Concerns about use of resources
This kind of continuing development tied to US population growth
worries many environmentalists, as well as those concerned about the
loss of farmland.
Annual US population growth of nearly 3 million contributes to the
water shortages that are a serious concern in the West and many areas
in the East, says Lester Brown, president of the Earth Policy
Institute. Water tables are now falling throughout most of the Great
Plains and in the Southwest, he warns. Some lakes are disappearing and
rivers are running dry.
"As water supplies tighten, the competition between farmers and cities
intensifies," says Mr. Brown. "Scarcely a day goes by in the western
United States without another farmer or an entire irrigation district
selling their water rights to cities like Denver, Las Vegas, Phoenix,
Los Angeles, or San Diego."
Concern about a growing populace and decreasing resources is likely to
push governments toward conservation and more sustainable development,
This may be especially true of energy. Nineteen states and the
District of Columbia now have renewable portfolio standards that
require electric utilities to use more wind, solar, biomass,
geothermal, and other renewable sources.
"The global context will really drive what happens in the United
States," says futurist Hazel Henderson.
Last month, for example, the Chinese government released its first
"green" gross domestic product (GDP) report. It measures economic
growth while also factoring in the environmental consequences of that
growth. Other governments and financial intuitions now are being
pushed in the same direction. US portfolio managers in charge of $30
trillion in assets now demand carbon disclosures of all the companies
in their portfolios, says Ms. Henderson.
"The tipping point has been reached there," says Henderson. "I feel
very hopeful that the evolution to the solar age could happen much
quicker than we might have expected because it's being driven by so
many stress points, from global warming to water shortages to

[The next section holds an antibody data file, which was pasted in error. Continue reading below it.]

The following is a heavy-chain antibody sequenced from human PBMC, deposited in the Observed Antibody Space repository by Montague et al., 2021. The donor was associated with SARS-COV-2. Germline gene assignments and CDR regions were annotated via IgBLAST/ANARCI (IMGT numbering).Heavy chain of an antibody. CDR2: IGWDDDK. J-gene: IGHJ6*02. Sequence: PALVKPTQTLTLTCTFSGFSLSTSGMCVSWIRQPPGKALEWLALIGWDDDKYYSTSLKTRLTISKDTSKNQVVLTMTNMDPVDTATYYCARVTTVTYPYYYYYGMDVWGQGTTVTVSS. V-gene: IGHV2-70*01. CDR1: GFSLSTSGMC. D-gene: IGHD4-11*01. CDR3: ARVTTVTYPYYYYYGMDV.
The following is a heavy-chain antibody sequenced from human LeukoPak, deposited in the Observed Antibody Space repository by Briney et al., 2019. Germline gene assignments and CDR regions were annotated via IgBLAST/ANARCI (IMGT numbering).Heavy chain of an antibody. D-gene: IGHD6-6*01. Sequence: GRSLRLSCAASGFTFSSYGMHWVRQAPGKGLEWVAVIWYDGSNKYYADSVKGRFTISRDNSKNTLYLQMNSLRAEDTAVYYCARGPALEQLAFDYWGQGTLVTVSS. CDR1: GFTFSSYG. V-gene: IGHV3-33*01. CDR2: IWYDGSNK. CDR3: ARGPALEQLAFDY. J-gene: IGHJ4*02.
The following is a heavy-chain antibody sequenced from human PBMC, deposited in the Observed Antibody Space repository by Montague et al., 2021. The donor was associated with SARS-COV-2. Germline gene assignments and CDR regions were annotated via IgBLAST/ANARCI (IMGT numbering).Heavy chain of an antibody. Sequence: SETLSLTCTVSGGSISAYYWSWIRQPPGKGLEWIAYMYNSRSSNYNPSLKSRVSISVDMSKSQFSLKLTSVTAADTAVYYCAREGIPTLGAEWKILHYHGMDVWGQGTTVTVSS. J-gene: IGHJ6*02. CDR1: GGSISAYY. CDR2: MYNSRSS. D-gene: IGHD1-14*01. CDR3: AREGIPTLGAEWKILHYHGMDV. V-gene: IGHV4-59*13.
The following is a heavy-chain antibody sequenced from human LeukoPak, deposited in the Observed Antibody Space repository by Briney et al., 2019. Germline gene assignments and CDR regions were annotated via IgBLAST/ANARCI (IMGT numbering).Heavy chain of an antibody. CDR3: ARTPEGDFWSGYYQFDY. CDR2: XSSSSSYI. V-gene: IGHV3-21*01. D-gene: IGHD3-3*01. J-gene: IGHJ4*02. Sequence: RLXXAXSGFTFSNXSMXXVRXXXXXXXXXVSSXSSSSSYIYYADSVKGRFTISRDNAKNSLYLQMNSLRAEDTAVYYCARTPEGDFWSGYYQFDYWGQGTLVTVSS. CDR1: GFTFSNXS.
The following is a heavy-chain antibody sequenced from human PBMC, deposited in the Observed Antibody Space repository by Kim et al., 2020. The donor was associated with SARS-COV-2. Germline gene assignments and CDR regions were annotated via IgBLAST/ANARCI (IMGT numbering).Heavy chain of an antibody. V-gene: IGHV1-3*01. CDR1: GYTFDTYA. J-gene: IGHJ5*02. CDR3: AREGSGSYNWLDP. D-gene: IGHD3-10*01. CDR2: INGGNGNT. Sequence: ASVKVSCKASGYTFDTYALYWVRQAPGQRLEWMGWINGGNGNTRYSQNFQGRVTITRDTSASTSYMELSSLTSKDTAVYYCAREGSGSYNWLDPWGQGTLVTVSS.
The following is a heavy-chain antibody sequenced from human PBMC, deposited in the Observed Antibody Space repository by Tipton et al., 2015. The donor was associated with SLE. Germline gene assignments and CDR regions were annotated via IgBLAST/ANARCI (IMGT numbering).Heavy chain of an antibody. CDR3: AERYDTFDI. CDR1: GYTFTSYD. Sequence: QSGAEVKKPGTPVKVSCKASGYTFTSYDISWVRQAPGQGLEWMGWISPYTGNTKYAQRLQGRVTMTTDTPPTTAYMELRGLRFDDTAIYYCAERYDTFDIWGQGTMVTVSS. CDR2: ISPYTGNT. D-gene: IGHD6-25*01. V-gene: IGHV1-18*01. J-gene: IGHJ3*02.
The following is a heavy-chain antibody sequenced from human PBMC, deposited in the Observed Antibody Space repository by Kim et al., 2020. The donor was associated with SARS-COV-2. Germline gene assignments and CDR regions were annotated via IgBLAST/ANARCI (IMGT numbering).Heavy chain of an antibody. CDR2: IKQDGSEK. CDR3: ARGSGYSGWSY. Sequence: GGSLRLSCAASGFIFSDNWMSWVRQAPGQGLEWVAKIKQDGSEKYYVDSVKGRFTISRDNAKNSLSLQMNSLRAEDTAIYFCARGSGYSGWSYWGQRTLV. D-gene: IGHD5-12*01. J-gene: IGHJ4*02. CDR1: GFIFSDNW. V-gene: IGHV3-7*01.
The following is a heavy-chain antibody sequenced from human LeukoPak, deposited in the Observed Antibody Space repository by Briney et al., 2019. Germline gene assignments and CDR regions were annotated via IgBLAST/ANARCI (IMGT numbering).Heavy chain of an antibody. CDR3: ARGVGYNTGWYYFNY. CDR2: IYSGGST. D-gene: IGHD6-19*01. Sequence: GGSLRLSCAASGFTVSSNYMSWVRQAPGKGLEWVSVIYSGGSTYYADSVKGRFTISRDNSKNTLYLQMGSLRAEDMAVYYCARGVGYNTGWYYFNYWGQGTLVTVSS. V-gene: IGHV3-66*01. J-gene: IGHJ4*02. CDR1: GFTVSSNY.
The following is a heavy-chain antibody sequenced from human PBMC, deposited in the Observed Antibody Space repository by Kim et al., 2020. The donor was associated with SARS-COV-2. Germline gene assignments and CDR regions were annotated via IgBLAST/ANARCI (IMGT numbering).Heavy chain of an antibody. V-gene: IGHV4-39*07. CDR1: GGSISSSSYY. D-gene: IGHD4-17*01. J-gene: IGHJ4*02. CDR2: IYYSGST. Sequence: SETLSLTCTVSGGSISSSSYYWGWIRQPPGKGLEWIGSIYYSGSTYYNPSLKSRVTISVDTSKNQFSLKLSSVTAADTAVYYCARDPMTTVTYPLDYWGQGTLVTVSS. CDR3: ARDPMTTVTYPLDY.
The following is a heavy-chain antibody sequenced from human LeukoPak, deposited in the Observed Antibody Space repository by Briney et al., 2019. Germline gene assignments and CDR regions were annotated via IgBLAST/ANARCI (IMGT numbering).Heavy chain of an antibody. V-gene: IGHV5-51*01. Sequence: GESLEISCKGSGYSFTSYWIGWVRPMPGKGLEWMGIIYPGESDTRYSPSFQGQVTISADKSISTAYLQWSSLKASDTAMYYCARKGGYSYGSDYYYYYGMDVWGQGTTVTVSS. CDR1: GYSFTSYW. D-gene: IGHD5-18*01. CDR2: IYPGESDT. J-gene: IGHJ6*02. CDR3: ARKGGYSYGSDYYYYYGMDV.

By mid-century, she predicts: "Cars will be getting 100 m.p.g. if
they're still using gasoline instead of fuel cells. That's definitely
a no-brainer. Cities and towns will get more and more compact as these
sprawling suburbs end up being too costly and inefficient."
SOURCES: CENSUS BUREAU PROJECTIONS; AMERICAN FARMLAND TRUST; RICH
CLABAUGH - STAFF
That vision for the future contrasts sharply with Mr. Kotkin's. But
given current political, economic, environmental, and social trends -
especially the unknowns about world energy supplies - it is likely to
be just as valid.
Meanwhile, the US population clock keeps ticking: Every 8 seconds
somebody is born. Every 13 seconds somebody dies. Every 31 seconds
there's another immigrant - legal or illegal. It adds up to a net gain
of one person every 11 seconds, or about 8,000 every day. It took 39
years to add the most recent 100 million; the next 100 million will
take a couple of years less than that. [ Editor's note: The original
version omitted the national birth rate.]
The US population growth rate is expected to decline a bit by
mid-century. Still, by then the numbers will have increased to some
420 million, according to official calculations. Critics of US
immigration policy say the number could be significantly higher.
"If Congress should end up ducking the issue of immigration reform and
maintaining the status quo of mass legal and illegal immigration, our
population is projected to still continue its rapid growth," warns the
Federation for American Immigration Reform in a recent report. "Our
projection is for a population of between 445 and 462 million
residents depending on the assumptions used."
Diversity is changing attitudes
But societal changes tied to population are more than numbers.
As the racial and ethnic mix among Americans shifts in the decades
ahead, public attitudes are likely to change as well. In some ways,
they already are.
SOURCE: CENSUS BUREAU PROJECTIONS; RICH CLABAUGH - STAFF
Click here to enlarge the image
For example, between 1986 and 2003, the share of adults who approved
of interracial marriage rose from 70 percent to 83 percent, according
to a Roper Reports study. This trend is especially true among young
Americans. A 2002 Gallup survey showed that just 30 percent of adults
65 and older approved of marriage between blacks and whites. But among
people between 18 and 29, 86 percent said they had no problem with
"The fact that today we see young people intermarrying more,
interracial dating much more common - all of that I think portends
that we're going to become much more ecumenical in the way we look at
things than we were in the past," says William Frey, a demographer at
the University of Michigan and the Brookings Institution. "I think
we'll have much more tolerance for people of other backgrounds,
cultures and languages, points of view, and religious and belief systems."
What's certain is that there will be a lot more Americans.